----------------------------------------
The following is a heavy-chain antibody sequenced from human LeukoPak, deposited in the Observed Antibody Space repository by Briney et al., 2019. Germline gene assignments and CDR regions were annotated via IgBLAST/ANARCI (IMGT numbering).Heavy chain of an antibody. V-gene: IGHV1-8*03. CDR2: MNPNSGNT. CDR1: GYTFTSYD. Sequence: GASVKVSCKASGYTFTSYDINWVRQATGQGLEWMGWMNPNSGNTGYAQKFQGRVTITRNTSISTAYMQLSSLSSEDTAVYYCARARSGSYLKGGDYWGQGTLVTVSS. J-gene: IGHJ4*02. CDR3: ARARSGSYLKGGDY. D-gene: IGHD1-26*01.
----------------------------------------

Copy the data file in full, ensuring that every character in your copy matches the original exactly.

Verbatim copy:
The following is a heavy-chain antibody sequenced from human LeukoPak, deposited in the Observed Antibody Space repository by Briney et al., 2019. Germline gene assignments and CDR regions were annotated via IgBLAST/ANARCI (IMGT numbering).Heavy chain of an antibody. V-gene: IGHV1-8*03. CDR2: MNPNSGNT. CDR1: GYTFTSYD. Sequence: GASVKVSCKASGYTFTSYDINWVRQATGQGLEWMGWMNPNSGNTGYAQKFQGRVTITRNTSISTAYMQLSSLSSEDTAVYYCARARSGSYLKGGDYWGQGTLVTVSS. J-gene: IGHJ4*02. CDR3: ARARSGSYLKGGDY. D-gene: IGHD1-26*01.